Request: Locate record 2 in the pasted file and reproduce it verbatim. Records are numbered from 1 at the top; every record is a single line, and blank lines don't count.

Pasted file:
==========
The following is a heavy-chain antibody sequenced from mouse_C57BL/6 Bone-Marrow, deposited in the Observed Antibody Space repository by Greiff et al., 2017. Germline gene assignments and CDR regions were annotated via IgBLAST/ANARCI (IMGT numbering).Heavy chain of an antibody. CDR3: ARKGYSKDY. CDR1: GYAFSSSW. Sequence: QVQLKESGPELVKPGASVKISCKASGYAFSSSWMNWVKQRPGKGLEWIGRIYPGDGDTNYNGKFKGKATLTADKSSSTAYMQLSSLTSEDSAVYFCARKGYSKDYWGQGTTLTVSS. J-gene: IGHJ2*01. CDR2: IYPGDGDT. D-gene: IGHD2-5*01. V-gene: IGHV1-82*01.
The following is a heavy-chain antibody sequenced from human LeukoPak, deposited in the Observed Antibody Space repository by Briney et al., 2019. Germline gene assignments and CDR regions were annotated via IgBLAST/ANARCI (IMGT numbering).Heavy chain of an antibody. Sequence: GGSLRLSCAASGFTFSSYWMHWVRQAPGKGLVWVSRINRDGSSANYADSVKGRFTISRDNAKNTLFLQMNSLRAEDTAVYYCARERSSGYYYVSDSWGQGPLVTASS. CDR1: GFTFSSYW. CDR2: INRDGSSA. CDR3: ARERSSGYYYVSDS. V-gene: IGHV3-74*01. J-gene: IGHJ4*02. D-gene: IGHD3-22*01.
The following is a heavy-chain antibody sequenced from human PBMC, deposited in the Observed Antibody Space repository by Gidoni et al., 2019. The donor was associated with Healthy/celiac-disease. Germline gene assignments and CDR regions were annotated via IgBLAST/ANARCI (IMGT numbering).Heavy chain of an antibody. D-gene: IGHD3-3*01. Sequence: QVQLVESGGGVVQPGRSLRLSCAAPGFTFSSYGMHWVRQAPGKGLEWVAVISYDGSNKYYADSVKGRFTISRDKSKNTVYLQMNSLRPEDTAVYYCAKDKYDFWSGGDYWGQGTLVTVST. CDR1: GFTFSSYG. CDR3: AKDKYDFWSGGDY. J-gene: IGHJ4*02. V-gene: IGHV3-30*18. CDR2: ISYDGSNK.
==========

The following is a heavy-chain antibody sequenced from human LeukoPak, deposited in the Observed Antibody Space repository by Briney et al., 2019. Germline gene assignments and CDR regions were annotated via IgBLAST/ANARCI (IMGT numbering).Heavy chain of an antibody. Sequence: GGSLRLSCAASGFTFSSYWMHWVRQAPGKGLVWVSRINRDGSSANYADSVKGRFTISRDNAKNTLFLQMNSLRAEDTAVYYCARERSSGYYYVSDSWGQGPLVTASS. CDR1: GFTFSSYW. CDR2: INRDGSSA. CDR3: ARERSSGYYYVSDS. V-gene: IGHV3-74*01. J-gene: IGHJ4*02. D-gene: IGHD3-22*01.